While Mulvey’s work is both indelible and endlessly useful, it still possesses its limitations. Perhaps most cinema is indeed innately patriarchal, but such a sweeping generalization fails to account for the enjoyment that so many women have at the movie theater. What entry points and resistant readings might exist for these female spectators? Likewise, Mulvey’s solution — the creation of avant-garde films that deny the innate visual pleasure of the medium — is theoretically and conceptually compelling. But such a solution is ultimately untenable in a media landscape that continues to be dominated by the classical stylings of Hollywood narratives. People aren’t liable to make an art-house, feminist masterpiece a blockbuster if they don’t understand or enjoy it, especially if the newest big superhero flick is playing one theater over. To be clear, that isn’t a value judgement — it’s just reality.
So what options are left for us? Personally, I have always found the notion of cinematic reparations intriguing when it comes to films like “Ocean’s 8.” As Mulvey and her contemporaries have documented, the history of Hollywood is a history of placing women in the role of spectacle and men in the role of spectator. Is actively reversing that essential paradigm not a start? Might it not provide at least some form of satisfaction for a group of people who have historically been relegated to the cinematic margins?
As an example from a radically different context, cultural critic Ta-Nehisi Coates has argued that policy in America for decades has actively aimed to benefit white people and detrimentally impact those who are not. He argues against “color-blind” policy because it ignores this crucial historical factor. To address this country’s ongoing history of white supremacy, racial violence and discrimination, we must enact policy that aims to actively benefit people of color first and foremost. Might not similar logic apply to cinema?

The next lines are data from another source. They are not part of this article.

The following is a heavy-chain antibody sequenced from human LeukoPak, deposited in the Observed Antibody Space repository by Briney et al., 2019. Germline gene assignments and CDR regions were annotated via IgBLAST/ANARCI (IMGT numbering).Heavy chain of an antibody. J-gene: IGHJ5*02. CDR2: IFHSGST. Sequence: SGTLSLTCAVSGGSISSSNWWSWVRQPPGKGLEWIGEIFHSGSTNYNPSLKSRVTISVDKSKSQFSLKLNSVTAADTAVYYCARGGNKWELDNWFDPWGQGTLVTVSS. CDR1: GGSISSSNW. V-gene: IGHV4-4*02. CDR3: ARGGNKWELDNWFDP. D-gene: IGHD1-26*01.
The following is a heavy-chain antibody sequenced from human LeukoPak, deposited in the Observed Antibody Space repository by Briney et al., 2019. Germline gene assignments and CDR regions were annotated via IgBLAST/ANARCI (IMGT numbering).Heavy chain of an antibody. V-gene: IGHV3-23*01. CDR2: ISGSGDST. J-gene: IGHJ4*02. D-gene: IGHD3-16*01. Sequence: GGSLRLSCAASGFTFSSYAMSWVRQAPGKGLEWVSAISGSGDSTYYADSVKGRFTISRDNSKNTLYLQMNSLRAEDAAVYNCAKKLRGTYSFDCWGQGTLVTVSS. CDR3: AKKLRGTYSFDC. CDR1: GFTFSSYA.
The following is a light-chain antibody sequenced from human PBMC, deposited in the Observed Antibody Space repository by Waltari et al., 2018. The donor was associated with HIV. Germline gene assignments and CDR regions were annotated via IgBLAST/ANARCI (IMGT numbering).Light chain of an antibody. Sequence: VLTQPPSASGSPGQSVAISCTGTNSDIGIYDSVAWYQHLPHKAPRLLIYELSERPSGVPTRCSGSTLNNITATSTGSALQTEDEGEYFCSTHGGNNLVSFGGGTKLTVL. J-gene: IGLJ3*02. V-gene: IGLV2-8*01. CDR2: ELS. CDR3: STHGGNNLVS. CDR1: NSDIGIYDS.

None of this, of course, negates the fact that Soderbergh’s trilogy and its incumbent patriarchal implications are intrinsically inscribed onto “Ocean’s 8.” Yet it is also worth noting that the latter film’s connection to that immensely popular trilogy is precisely why so many people will pay for a ticket to bear witness to this act of cinematic reparations. And that is genuinely valuable, considering that Hollywood is driven by money; to infiltrate the system, one might first need to play by its capitalist rules.
Of course, some might question labeling “Ocean’s 8” as a legitimate form of reparations when it is, as I mentioned earlier, only decent. Others might simply be disappointed. And that impulse is entirely understandable. If we are to view these films as cinematic reparations, then naturally we want every one of them to be the female-led equivalent of “Citizen Kane,” “The Godfather” and “Raging Bull” all rolled into one. And while “Mad Max: Fury Road,” “Lady Bird” and “Daughters of the Dust” all exist, to create such expectations is also to create a double standard. To allow overtly feminist cinema to succeed is to permit it to stumble and occasionally even fall. Thus, to appreciate the radical potential in the feminism of a film like “Ocean’s 8” is to permit it to revel in its absolute adequacy.